Boys to men – supporting the next generation of men
Graham Goulden is a former police officer of 30 years’ service, including eight years in the renowned Violence Reduction Unit in Glasgow. He now specialises in tackling men’s violence in his role delivering leadership and bystander training to men across education, law enforcement and other areas, nationally and internationally. Here, he looks at practical ways of helping boys learn how to treat women and look after themselves.
What I’ve learned about prevention of violence is that we require many different approaches. When you simply focus on one area, you may have short term success, but it will be just that, short term.
We need approaches that address victims and perpetrators of violence. We need strategies that look at where the risks lie. When it comes to preventing sexual violence we need to work with young people, educating them about abuse and sometimes providing practical tools to both support friends and also challenge them on their behaviour.
Another approach is to work with even younger children. In many ways, the best way to end male sexual entitlement is to keep it from spreading to the next generation. Obviously, telling a 5-year-old that he’s expressing “sexist entitlement to girls’ bodies” when he pushes over that little girl, to take the tricycle she’s riding, isn’t going to help. But talking to him about why it is important to respect all people’s bodies is vital.
Whether you’re a parent, a teacher, a sports coach or someone who works with young boys and men, you have a role in helping our boys.
Currently our boys are flaming out. They’re struggling academically, in their relationships as well as sexually. They are growing up in a world where the messages of manhood and masculinity are deeply confusing. In the virtual world they receive messages that men are dominant and in control. This is bad for girls and women but, you know what, it’s bad for boys also. While I agree we need safe schools for girls, we also need safe schools for boys.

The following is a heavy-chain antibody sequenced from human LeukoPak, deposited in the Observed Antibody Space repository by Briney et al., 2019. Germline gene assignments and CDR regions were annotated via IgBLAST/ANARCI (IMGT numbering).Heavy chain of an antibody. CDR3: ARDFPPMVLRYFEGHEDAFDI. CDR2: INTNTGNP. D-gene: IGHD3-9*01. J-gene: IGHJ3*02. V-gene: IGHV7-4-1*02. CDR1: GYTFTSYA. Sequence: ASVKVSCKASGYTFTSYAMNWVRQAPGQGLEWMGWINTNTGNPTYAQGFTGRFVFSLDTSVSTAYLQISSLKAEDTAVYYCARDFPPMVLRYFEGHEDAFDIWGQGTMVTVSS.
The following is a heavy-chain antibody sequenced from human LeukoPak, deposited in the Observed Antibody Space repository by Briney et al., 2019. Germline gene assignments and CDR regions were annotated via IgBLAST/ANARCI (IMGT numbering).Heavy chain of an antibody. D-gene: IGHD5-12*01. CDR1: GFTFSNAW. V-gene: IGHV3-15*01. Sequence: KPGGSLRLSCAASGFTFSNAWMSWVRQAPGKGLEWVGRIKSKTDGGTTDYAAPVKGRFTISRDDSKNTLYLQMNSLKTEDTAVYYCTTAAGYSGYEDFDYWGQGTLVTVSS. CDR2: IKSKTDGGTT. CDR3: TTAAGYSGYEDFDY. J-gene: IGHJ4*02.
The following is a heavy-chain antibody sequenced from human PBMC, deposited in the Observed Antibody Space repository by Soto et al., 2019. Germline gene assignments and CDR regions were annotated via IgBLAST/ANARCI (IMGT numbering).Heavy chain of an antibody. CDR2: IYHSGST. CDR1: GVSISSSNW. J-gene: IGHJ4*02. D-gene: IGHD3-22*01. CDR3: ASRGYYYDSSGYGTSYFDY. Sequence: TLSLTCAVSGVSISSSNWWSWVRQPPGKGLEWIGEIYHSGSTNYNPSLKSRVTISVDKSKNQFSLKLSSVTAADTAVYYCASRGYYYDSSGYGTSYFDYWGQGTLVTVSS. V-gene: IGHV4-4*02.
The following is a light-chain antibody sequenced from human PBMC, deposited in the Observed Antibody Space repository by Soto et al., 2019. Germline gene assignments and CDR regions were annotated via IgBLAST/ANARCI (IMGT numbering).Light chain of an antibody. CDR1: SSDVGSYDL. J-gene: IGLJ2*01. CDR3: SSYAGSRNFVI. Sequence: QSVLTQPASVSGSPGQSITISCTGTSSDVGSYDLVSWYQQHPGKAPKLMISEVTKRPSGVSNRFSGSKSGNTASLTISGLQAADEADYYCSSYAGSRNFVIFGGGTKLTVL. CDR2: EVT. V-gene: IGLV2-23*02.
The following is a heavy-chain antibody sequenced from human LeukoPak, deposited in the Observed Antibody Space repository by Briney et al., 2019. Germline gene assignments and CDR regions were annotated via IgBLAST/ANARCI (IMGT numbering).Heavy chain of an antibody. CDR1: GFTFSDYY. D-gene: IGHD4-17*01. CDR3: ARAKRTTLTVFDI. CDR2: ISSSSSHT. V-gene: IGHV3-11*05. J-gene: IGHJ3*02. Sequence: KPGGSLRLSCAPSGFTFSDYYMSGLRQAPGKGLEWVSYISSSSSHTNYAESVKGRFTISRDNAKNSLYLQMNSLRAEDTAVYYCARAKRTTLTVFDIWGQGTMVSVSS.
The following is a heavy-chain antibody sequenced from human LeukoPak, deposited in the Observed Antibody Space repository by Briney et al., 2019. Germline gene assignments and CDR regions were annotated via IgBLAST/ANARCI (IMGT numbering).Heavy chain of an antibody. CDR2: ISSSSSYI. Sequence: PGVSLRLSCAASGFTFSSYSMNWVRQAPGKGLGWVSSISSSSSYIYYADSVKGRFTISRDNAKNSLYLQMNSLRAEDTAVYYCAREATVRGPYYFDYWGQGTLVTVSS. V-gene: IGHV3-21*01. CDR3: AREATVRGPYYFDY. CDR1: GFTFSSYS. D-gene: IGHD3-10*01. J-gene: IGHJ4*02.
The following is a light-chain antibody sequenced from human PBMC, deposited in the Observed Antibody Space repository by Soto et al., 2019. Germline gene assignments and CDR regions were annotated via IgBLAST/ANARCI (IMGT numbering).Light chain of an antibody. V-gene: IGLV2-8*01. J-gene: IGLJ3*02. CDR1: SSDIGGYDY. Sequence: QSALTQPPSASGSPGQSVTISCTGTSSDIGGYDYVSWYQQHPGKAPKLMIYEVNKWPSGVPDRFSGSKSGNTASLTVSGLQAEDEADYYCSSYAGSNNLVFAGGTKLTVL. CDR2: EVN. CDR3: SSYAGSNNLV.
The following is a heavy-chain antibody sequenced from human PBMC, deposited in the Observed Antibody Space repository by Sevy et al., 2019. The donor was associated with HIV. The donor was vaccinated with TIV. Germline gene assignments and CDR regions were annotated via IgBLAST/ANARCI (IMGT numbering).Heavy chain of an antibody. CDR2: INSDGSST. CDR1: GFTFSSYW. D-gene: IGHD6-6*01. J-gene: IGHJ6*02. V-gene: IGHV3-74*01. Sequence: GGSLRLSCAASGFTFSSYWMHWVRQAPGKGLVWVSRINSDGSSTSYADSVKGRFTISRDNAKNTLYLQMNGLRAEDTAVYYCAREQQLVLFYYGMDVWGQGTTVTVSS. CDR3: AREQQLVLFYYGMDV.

So, what can we do to help our boys?
First, see the challenges they face. Next role-model respect in everything you do. As men we are guideposts for the next generation. Show and discuss respect towards girls and women. I really think our boys possess healthy views and attitudes, it’s just that they don’t grow up in a vacuum. They grow up in a world of sexist and abusive men. Many boys have never had respect role-modelled before. Over to you.
As a sports coach, a scout leader, you can help develop character. Did you know the All-Blacks rugby team recruit players not just on their ability but on their character also, both on and off the field? Start helping young people develop their character. Speak to them about what they stand for, their values as an individual. Yes, these values will, just like your signature, change over time but it’s good to start early. I call this their brand. Help them build their brand, their presence. Character matters.
Are you a father or an uncle? Think of fun and creative ways to teach the little boys in your life about asking for consent. Discussing consent starts with not forcing any child to do something they don’t want to do, even kissing Granny at Christmas. Sorry Granny.
For anyone working with or living with young boys, think of the skills they may need to be a good man when the time comes. For me, how we help provide these skills will go a long way to addressing male sexual entitlement as well as addressing many of the other issues that disproportionately impact on men. How we work with young boys will help reduce male suicide, drug and alcohol addiction.
For me, skills would include some of the following:
· Finding and keeping friends
· Knowing it’s ok to ask for help
· Being able to walk away from negative peer influence
· Being strong and gentle at the appropriate time
· Taking responsibility
· Understanding the feelings of others and your own
· Emotional Intelligence
· Being a good partner
· Challenging bad things
· Controlling anger
· Keeping healthy and strong
You know better than me the young boys and men you live or work with. Invest in the relationships you have with them. It’s in these relationships that the magic happens. It’s here we can make a real difference, in helping our boys in their lives and in reducing levels of sexual violence in our country.